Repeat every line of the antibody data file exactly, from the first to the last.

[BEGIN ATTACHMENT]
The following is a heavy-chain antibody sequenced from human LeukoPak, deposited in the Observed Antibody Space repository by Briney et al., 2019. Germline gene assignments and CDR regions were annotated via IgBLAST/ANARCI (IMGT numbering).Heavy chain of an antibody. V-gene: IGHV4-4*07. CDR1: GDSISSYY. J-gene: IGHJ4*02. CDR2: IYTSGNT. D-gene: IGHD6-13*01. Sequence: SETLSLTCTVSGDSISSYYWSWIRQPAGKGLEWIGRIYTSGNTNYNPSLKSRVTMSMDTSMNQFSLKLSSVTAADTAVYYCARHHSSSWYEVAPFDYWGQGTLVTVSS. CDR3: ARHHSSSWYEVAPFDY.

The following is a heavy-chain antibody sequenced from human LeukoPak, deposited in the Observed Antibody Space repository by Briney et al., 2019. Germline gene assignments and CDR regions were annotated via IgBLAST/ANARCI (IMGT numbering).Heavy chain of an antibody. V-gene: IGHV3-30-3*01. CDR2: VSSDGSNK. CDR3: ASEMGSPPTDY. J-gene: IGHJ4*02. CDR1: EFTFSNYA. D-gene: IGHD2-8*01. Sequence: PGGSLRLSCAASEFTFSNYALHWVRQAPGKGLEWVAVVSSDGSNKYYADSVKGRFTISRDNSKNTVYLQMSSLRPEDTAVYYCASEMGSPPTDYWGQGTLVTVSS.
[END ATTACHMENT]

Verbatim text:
The following is a heavy-chain antibody sequenced from human LeukoPak, deposited in the Observed Antibody Space repository by Briney et al., 2019. Germline gene assignments and CDR regions were annotated via IgBLAST/ANARCI (IMGT numbering).Heavy chain of an antibody. V-gene: IGHV4-4*07. CDR1: GDSISSYY. J-gene: IGHJ4*02. CDR2: IYTSGNT. D-gene: IGHD6-13*01. Sequence: SETLSLTCTVSGDSISSYYWSWIRQPAGKGLEWIGRIYTSGNTNYNPSLKSRVTMSMDTSMNQFSLKLSSVTAADTAVYYCARHHSSSWYEVAPFDYWGQGTLVTVSS. CDR3: ARHHSSSWYEVAPFDY.

The following is a heavy-chain antibody sequenced from human LeukoPak, deposited in the Observed Antibody Space repository by Briney et al., 2019. Germline gene assignments and CDR regions were annotated via IgBLAST/ANARCI (IMGT numbering).Heavy chain of an antibody. V-gene: IGHV3-30-3*01. CDR2: VSSDGSNK. CDR3: ASEMGSPPTDY. J-gene: IGHJ4*02. CDR1: EFTFSNYA. D-gene: IGHD2-8*01. Sequence: PGGSLRLSCAASEFTFSNYALHWVRQAPGKGLEWVAVVSSDGSNKYYADSVKGRFTISRDNSKNTVYLQMSSLRPEDTAVYYCASEMGSPPTDYWGQGTLVTVSS.